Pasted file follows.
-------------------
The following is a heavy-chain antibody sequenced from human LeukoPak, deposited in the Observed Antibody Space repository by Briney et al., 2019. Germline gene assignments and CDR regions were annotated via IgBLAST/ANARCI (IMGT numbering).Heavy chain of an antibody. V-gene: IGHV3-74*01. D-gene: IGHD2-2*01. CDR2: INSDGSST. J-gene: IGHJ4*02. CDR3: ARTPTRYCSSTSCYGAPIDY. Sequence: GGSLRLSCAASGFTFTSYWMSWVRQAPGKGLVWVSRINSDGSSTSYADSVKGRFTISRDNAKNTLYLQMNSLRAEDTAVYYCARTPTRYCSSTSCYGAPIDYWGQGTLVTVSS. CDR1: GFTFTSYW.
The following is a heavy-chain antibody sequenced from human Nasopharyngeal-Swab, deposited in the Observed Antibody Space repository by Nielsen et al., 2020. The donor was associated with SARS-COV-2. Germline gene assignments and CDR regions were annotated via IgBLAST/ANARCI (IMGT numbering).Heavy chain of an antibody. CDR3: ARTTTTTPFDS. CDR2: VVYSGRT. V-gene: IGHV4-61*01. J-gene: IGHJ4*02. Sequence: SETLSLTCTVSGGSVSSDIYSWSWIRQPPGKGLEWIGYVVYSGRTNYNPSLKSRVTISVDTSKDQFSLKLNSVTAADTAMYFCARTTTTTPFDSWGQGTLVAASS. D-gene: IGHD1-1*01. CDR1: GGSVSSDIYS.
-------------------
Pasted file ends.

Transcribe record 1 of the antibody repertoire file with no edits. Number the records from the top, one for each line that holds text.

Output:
The following is a heavy-chain antibody sequenced from human LeukoPak, deposited in the Observed Antibody Space repository by Briney et al., 2019. Germline gene assignments and CDR regions were annotated via IgBLAST/ANARCI (IMGT numbering).Heavy chain of an antibody. V-gene: IGHV3-74*01. D-gene: IGHD2-2*01. CDR2: INSDGSST. J-gene: IGHJ4*02. CDR3: ARTPTRYCSSTSCYGAPIDY. Sequence: GGSLRLSCAASGFTFTSYWMSWVRQAPGKGLVWVSRINSDGSSTSYADSVKGRFTISRDNAKNTLYLQMNSLRAEDTAVYYCARTPTRYCSSTSCYGAPIDYWGQGTLVTVSS. CDR1: GFTFTSYW.